I had a great time in Wisconsin earlier this week talking to the CFA and FPA societies in Madison and Milwaukee.
My talks centered around where I think the financial services industry is going in the future, how to stand out from the crowd in an era where information is abundant, and why fighting new technology in the space is a bad idea.
I wanted to use a few slides I put together for these presentations to show what I’m talking about.
Anything that can be automated in the future will be automated:
These new Amazon Go stores are pretty slick. The idea is you scan your phone to sync your Amazon account when you walk in, grab what you want, walk out of the store with what you want, and Amazon automatically charges your account. There’s no need for cashiers or waiting in line (which is why this picture is so ironic — waiting in line for a store where the whole idea is not waiting in line).
This technology is great for people like me who hate waiting in lines. And have you ever seen other people try to use the self-checkout machines at a grocery store? Either they don’t work or people have no idea how to use them correctly.
The problem with this concept is there are nearly as many cashiers in this country as there are school teachers. This is also close to the number of truck drivers we have in America (all are somewhere in the 3-4 million range).
What happens to these 7-8 million cashiers and truck drivers in the future when the majority of grocery stores have no need for a cashier and the trucks are all driving themselves?
I don’t know when this is going to happen but if the technology works it’s going to be hard to deny these things will take place eventually. Some people assume this means 40% unemployment when the robots take all of our jobs. While there will certainly be a rough transition for segments of the labor force, I’m slightly more optimistic in how dynamic the U.S. economy is over time.
Do we really think all the stores and trucks will be void of people? No way.
Even when they’re fully autonomous, trucks will still need people on board to unload, provide security for the truck and cargo, set the routes, make course corrections when something goes wrong, and perform maintenance on the vehicles.
Stores will still need people even when there are no cashiers. One way to stand out from the crowd when technology levels the playing field is to provide a differentiated service. Shoppers will still have questions that will need to be answered. People will always appreciate recommendations, advice, and guidance.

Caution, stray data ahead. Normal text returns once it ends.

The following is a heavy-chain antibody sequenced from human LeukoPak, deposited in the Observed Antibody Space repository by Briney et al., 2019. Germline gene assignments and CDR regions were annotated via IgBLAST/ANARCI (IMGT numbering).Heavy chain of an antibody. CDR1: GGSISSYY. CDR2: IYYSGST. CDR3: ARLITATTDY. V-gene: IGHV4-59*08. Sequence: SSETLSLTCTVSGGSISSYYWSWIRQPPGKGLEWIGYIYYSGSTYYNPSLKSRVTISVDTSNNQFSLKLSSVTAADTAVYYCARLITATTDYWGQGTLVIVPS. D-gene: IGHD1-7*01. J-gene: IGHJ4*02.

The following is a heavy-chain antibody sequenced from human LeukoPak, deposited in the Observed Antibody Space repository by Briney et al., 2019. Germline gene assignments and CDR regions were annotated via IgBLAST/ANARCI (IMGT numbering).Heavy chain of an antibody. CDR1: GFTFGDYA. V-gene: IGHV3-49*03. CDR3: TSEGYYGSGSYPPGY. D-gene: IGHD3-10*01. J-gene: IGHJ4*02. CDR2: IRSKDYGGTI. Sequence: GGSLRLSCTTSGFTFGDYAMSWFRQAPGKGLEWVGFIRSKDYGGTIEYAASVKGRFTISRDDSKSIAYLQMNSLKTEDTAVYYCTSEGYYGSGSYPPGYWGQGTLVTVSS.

The same thing will be true in financial services. Technology will continue to make our lives easier and offer investors more choices at lower fees. Many roles will have to evolve but people skills will always be important when dealing with a topic as fraught with stress, nerves, emotions, and uncertainty as money.
If we ever get functional artificial intelligence I think that will just make emotional intelligence even more important:
Psychologist Daniel Goleman wrote the book Emotional Intelligence in the mid-1990s to describe how we manage our emotions, along with our capacity to recognize our own feelings and the feelings of others. Goleman used studies that show emotional intelligence trumps IQ by a ratio of two-to-one when studying successful people.
Goleman describes five basic competencies for emotional intelligence:
- Self-Awareness is the ability to understand how emotions affect yourself and other people.
- Self-Regulation is the ability to control impulsive decisions.
- Motivation is having a passion for what you do along with a curiosity for learning.
- Empathy is the ability to understand the emotional makeup of other people.
- Social Skills come from building relationships and networking with others.
These skills are not going to be eroded by automation.
A few weeks ago a podcast listener asked us how different we think the financial services business will be in 25 years. I think about this from the other side of the coin — what’s going to be the same?
Here’s another slide I used to discuss this idea:
Technology will continue to change the way we do things over the coming decades in ways we probably can’t even imagine. But financial services will always require:
- people skills
- the correct temperament
- the ability to tell your story
- the ability to prove your value-add
- communication skills
- a focus on the investor more than the investments
The business will change. The technology will change. The people will change. The client’s needs and desires will change.
But the important building blocks of a successful financial services company will be the constant because I don’t think it’s going to be possible to effectively automate good people skills.
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